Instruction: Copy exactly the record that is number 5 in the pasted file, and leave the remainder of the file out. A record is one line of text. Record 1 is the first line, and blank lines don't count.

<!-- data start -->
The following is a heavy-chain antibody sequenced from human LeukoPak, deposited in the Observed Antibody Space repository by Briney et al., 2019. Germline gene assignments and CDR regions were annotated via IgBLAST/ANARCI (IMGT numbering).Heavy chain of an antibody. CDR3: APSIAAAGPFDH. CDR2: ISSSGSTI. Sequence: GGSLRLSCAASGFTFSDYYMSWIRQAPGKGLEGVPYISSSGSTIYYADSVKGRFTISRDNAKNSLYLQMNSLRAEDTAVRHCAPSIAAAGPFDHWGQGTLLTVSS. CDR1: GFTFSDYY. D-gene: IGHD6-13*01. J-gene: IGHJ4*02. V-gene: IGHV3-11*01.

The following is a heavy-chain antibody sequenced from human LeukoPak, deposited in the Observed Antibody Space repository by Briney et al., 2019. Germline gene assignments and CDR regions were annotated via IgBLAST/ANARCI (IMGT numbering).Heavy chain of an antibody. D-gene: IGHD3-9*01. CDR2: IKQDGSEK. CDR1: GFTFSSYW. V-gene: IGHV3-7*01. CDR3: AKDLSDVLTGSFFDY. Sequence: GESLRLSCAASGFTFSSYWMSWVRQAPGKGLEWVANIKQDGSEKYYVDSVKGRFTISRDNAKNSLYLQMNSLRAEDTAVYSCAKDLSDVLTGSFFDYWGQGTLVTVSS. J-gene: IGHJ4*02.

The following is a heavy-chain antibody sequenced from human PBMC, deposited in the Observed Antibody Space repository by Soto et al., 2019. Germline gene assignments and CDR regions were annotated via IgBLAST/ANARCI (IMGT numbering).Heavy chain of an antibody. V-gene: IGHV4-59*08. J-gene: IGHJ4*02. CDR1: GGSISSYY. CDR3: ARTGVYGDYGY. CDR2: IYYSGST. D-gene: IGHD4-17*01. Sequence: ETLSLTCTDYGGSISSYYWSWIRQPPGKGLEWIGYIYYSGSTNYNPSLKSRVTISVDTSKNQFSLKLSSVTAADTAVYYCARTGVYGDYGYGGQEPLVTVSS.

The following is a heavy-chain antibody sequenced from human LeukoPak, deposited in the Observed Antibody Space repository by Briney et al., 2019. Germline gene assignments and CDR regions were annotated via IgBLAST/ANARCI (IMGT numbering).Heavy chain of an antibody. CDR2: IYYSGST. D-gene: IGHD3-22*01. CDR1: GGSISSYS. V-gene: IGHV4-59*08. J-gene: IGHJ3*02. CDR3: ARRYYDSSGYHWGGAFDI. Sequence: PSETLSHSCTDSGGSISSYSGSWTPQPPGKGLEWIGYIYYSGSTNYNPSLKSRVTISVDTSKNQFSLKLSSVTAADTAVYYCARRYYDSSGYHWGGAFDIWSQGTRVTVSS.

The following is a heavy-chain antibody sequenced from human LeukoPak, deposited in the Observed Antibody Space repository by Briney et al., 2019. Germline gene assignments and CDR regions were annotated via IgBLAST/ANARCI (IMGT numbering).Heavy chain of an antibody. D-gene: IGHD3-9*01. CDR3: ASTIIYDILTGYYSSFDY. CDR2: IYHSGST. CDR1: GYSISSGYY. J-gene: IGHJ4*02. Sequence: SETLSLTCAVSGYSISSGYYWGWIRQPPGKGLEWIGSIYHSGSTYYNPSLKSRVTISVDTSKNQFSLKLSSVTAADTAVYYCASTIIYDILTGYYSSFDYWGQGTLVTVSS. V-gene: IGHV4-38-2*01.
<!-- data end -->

The following is a heavy-chain antibody sequenced from human LeukoPak, deposited in the Observed Antibody Space repository by Briney et al., 2019. Germline gene assignments and CDR regions were annotated via IgBLAST/ANARCI (IMGT numbering).Heavy chain of an antibody. D-gene: IGHD3-9*01. CDR3: ASTIIYDILTGYYSSFDY. CDR2: IYHSGST. CDR1: GYSISSGYY. J-gene: IGHJ4*02. Sequence: SETLSLTCAVSGYSISSGYYWGWIRQPPGKGLEWIGSIYHSGSTYYNPSLKSRVTISVDTSKNQFSLKLSSVTAADTAVYYCASTIIYDILTGYYSSFDYWGQGTLVTVSS. V-gene: IGHV4-38-2*01.